I blitzed into town to accept my Honor Awards from the American Booksellers' Association yesterday. I was given two minutes for some remarks, and here's the gist of what I said (although I was nervous so it wasn't polished):
One of my favorite things about independent booksellers is your ability to celebrate the distinctive over the generic. When most people ask me where I'm from, for example, they don't really care about the details. They don't want to hear about how I was the fattest baby born in Kolkata, India. They don't want to know about being the only kid who wasn't white in my suburban North American middle school. They want a quick answer so they can slot me into a category and move along.
You, however, have time, energy, and imagination for the distinctives. You care about what defines each of us as storytellers and champion stories that aren't generic.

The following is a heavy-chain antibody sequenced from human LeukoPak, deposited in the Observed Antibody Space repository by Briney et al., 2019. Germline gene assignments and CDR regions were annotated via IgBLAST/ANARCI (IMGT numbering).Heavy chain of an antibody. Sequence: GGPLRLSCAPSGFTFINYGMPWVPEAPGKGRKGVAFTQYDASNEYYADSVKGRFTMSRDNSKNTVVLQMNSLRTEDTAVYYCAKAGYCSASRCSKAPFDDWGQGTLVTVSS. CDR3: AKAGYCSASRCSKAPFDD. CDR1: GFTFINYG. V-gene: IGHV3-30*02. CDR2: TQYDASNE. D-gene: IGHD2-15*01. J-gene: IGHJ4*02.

Thanks for honoring BAMBOO PEOPLE, a book featuring characters on the edges of global power and privilege. Thanks for fighting for marginalized voices, showcasing and selling stories that otherwise might not be received by readers, and cheering us on with creativity and sacrifice.
I love the sense of place that defines each of you, so keep battling for the unique and rejecting the generic in your stores. We're with you all the way.
|A Sarah Dessen truck was giving out free whoopie pies outside the Javitz Convention Center, but sadly it was closed when I arrived at noon from Boston.|
|The ABA Booksellers Luncheon program was lovely, showcasing honorees and winners.|
|David Levithan accepted his honor for WILL GRAYSON, WILL GRAYSON on behalf of himself and John Green.|
|Laurie Halse Anderson showed us why she deserved the win in the Most Engaging Author category.|
|After Laurie's acceptance speech, bookselling daughter Stephanie Anderson (of Word in Brooklyn) took it upon herself to keep Mom humble.|
|From right to left: Jennifer Donnelly, who won in the YA category for REVOLUTION, Laurie Halse Anderson, and me.|
|I popped into the YA Book Buzz Editors Panel before my wonderful agent Laura Rennert treated me to afternoon tea.|
|My old friend Babar sent me back to Boston after confessing a desperate longing for a shower and change of clothes.|